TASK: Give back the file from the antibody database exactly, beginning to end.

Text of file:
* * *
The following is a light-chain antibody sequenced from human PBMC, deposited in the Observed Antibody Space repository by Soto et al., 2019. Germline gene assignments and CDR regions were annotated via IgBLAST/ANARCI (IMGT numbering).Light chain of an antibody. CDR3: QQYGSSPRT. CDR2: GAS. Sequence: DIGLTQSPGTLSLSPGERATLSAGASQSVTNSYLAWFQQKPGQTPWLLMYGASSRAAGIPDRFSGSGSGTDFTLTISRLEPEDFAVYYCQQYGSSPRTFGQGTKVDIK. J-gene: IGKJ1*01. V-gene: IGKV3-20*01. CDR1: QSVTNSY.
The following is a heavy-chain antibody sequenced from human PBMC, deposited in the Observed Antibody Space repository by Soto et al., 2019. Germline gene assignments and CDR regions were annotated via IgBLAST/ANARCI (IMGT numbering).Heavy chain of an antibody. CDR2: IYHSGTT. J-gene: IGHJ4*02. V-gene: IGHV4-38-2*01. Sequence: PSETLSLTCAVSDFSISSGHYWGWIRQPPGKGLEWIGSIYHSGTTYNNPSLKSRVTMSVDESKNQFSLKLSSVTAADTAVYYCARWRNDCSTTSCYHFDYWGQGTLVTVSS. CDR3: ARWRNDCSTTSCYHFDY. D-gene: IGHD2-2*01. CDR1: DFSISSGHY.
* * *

The following is a light-chain antibody sequenced from human PBMC, deposited in the Observed Antibody Space repository by Soto et al., 2019. Germline gene assignments and CDR regions were annotated via IgBLAST/ANARCI (IMGT numbering).Light chain of an antibody. CDR3: QQYGSSPRT. CDR2: GAS. Sequence: DIGLTQSPGTLSLSPGERATLSAGASQSVTNSYLAWFQQKPGQTPWLLMYGASSRAAGIPDRFSGSGSGTDFTLTISRLEPEDFAVYYCQQYGSSPRTFGQGTKVDIK. J-gene: IGKJ1*01. V-gene: IGKV3-20*01. CDR1: QSVTNSY.
The following is a heavy-chain antibody sequenced from human PBMC, deposited in the Observed Antibody Space repository by Soto et al., 2019. Germline gene assignments and CDR regions were annotated via IgBLAST/ANARCI (IMGT numbering).Heavy chain of an antibody. CDR2: IYHSGTT. J-gene: IGHJ4*02. V-gene: IGHV4-38-2*01. Sequence: PSETLSLTCAVSDFSISSGHYWGWIRQPPGKGLEWIGSIYHSGTTYNNPSLKSRVTMSVDESKNQFSLKLSSVTAADTAVYYCARWRNDCSTTSCYHFDYWGQGTLVTVSS. CDR3: ARWRNDCSTTSCYHFDY. D-gene: IGHD2-2*01. CDR1: DFSISSGHY.